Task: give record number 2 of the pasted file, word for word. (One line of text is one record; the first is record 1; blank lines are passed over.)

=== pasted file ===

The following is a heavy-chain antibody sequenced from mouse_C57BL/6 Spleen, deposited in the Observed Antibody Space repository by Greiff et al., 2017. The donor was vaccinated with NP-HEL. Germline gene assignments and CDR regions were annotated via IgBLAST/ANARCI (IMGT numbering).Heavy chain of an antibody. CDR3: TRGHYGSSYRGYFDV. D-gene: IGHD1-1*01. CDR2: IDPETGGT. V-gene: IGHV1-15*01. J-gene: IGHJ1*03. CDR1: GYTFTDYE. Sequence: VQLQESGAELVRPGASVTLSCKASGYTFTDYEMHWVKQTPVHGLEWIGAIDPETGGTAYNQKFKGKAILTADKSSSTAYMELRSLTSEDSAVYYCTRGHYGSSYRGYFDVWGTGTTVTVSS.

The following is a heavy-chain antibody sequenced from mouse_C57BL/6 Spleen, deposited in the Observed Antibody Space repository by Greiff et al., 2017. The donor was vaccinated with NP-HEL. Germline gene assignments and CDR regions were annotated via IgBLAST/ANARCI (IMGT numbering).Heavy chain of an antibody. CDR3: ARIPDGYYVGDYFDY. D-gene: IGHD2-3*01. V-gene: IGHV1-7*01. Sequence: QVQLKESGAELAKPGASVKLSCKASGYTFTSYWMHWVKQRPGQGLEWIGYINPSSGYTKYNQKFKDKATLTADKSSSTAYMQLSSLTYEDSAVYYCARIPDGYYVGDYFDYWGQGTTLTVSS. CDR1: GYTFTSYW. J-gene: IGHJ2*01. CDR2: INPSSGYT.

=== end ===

The following is a heavy-chain antibody sequenced from mouse_C57BL/6 Spleen, deposited in the Observed Antibody Space repository by Greiff et al., 2017. The donor was vaccinated with NP-HEL. Germline gene assignments and CDR regions were annotated via IgBLAST/ANARCI (IMGT numbering).Heavy chain of an antibody. CDR3: ARIPDGYYVGDYFDY. D-gene: IGHD2-3*01. V-gene: IGHV1-7*01. Sequence: QVQLKESGAELAKPGASVKLSCKASGYTFTSYWMHWVKQRPGQGLEWIGYINPSSGYTKYNQKFKDKATLTADKSSSTAYMQLSSLTYEDSAVYYCARIPDGYYVGDYFDYWGQGTTLTVSS. CDR1: GYTFTSYW. J-gene: IGHJ2*01. CDR2: INPSSGYT.